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Downtown Missoula hotel, events center on track for September start

Plans to redevelop several blocks in downtown Missoula will break ground later this year, launching a multi-phased project that will generate hundreds of construction jobs followed by 200 permanent positions with an annual payroll of $3.3 million.

But the economic impacts of the project go beyond employment and are expected to ripple across the downtown district, boosting spending and visitation while putting Missoula squarely on the nation’s entertainment map.

“We’ll have a world class events center in the city of Missoula that will attract the kinds of artists we want to attract in this community,” said developer Nick Checota with Clark Fork Riverfront Properties. “We estimate the venue will generate 28,000 attendees a month in downtown Missoula. We feel this will be a development catalyst for the entire Riverfront Triangle.”

The Riverfront Triangle includes roughly seven blighted acres in downtown Missoula. The city has owned a portion of the property for three decades, though it currently generates no tax revenue, leaving it and several surrounding parcels vacant or underutilized.

But come September, the first phase of an estimated $100 million redevelopment will begin with the construction of a two-level parking garage. The garage will serve as the platform for the hotel and events center planned above.

The project represents years of planning and a complex deal between the developer and the city. Logjam Presents, which owns three other concert venues in Missoula, will purchase the city property in one lump sum for roughly $2.3 million.

Clark Fork Riverfront Properties will design and construct the entire project with self-generated financing.

“We’ll put in our equity, we’ll get our loans, we’ll build the parking structure on behalf of the city, we’ll build the events center and hotel, and all the plaza space,” Checota said. “At the conclusion of construction, the city will buy the events center and parking structure.”

After the city purchases the two facilities, Logjam will lease back the events center and operate it. The exchange makes the facility subject to property taxes for the first time in 30 years. The taxes will help fuel the urban renewal district in which the property lies and help repay the revenue bonds the city will issue to purchase the venue.

The city will also own and operate the parking structure and fund it by parking revenue. No public funding will be used for the private hotel, the public plaza and other public improvements planned with the project.

“The hotel receives zero tax increment,” said Checota. “Zero public money.”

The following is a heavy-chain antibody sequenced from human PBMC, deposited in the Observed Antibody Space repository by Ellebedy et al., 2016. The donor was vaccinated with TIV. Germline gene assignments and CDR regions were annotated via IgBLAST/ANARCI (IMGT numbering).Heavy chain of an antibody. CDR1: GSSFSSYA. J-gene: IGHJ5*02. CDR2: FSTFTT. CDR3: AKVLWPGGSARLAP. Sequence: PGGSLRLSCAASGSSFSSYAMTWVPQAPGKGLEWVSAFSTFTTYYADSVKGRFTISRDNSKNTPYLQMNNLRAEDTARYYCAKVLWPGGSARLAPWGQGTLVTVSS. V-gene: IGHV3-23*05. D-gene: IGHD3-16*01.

The events center will offer around 80,000 square feet and be designed for larger concerts, trade shows, Broadway plays and banquets, among other events. Even without the facility, Logjam anticipates selling 225,000 tickets this year at its other three venues in Missoula, placing them among the nation’s top 100 venues by ticket volume.

Of those 225,000 tickets, about 42% come from outside Missoula. The new venue will add to those numbers significantly, bringing additional outside spending into Missoula.

That’s a boon to local businesses, restaurants and hotels, who have stepped forward in support of the project over the past year.

“It was one of the motivations for us to explore getting into the hotel business, as we feel it’s very complimentary to the things we do on the venue side of the business,” said Checota.

The hotel and events center will stand side by side on Front Street. Along with the events center, the hotel will include a food hall, a 10,000 square-foot conference center, hotel rooms and three floors of private condominiums.

The project also includes two floors of underground parking, including 324 stalls that will sit under the hotel and events center, and an additional 242 stalls that will sit under a separate residential project planned by Farran Realty Partners to the west.

Farran, based in Missoula, plans to redevelop the Riverfront Triangle’s remaining five acres in three separate phases. The work coincides with the city’s downtown master plan and combines a mix of dining, residential, commercial and office uses.

The first phase of Farran’s project remains in design but will include 52,000 square feet of commercial space to accommodate up to 900 workers, according to partner Jim McLeod. It will also offer workforce housing and is aiming for a construction start of 2021.

Both Farran and Clark Fork Riverfront Properties plan to tie their project into the riverfront trail system.

“Of our housing mix, 145 units are studios or one-by-one units with smaller footprints,” said McLeod. “When we look at the unit mix, we’re focused on the workforce housing aspect of it. We think people today are price sensitive and not as much square foot sensitive.”